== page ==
BACKGROUND OF THE INVENTION

1. Technical Field

The present invention relates to methods of manufacturing fluid-dynamic-pressure bearing units employed as bearing devices in applications such as spindle motors for hard-disk drives, and to motors employing such fluid-dynamic-pressure bearing units.

2. Description of the Related Art

As bearings for motors in which high rotational precision is demanded—as is the case with spindle motors employed in disk drives that drive recording disks such as hard disks, and with motors for driving the polygonal mirrors of laser printers—in order to support the shaft and sleeve letting one rotate relative to the other, fluid-dynamic-pressure bearing units that employ the fluid pressure of a lubricant such as oil intervening in between the two have variously been proposed to date.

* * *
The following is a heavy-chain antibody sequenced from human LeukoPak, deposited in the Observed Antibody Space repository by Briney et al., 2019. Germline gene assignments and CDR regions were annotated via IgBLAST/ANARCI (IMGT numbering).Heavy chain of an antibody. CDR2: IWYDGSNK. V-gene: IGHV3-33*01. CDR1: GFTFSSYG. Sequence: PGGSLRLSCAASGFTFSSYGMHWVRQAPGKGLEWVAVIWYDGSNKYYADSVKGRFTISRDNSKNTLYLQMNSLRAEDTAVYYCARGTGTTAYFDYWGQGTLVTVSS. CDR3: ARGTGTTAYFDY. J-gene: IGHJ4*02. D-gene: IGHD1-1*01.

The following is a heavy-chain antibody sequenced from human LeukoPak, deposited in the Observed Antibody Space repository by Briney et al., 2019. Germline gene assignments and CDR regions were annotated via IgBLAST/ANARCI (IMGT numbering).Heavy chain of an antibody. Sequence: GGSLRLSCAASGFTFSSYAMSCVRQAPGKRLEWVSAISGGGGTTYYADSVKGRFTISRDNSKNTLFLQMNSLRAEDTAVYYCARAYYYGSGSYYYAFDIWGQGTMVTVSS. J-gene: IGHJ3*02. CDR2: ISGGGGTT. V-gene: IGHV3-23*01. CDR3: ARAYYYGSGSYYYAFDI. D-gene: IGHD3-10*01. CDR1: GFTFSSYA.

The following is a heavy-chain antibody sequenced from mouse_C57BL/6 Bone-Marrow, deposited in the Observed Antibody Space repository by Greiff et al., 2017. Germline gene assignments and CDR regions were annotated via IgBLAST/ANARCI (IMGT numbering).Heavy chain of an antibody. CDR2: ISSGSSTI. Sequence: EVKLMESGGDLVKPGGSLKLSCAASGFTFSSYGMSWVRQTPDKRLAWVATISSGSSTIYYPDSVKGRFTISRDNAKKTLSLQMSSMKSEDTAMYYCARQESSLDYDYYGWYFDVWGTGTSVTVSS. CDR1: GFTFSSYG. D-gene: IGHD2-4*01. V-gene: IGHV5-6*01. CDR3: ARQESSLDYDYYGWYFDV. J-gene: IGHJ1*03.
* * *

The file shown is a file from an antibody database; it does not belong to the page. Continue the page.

One example of a motor that employs such fluid-dynamic-pressure bearing units is illustrated in FIG. 1. This conventional dynamic-pressure-bearing employing motor is configured with a pair of radial bearings 4, 4 in between the outer circumferential surface of a shaft 2 that forms a single component with a rotor 1, and the inner circumferential surface of a sleeve 3 through which the shaft 2 is inserted and in which it is free to rotate. In between the upper surface of a discoid thrust plate 5 that projects radially outward from the outer circumferential surface of one of the end portions of the shaft 1, and the flat surface of a step recessed into the sleeve 3, as well as in between the undersurface of the thrust plate 5 and a thrust bush 6 that closes off one of the openings in the sleeve 3, the motor is also configured with a pair of respective thrust bearings 7, 7.

Consecutive micro-gaps between the shaft 2 together with the thrust plate 5 and the sleeve 3 together with the thrust bush 6 form bearing clearances, and oil 9 as a lubricating fluid is retained continuously without interruption within these bearing clearances. (This sort of oil-retaining structure will be denoted a “full-fill structure” hereinafter.)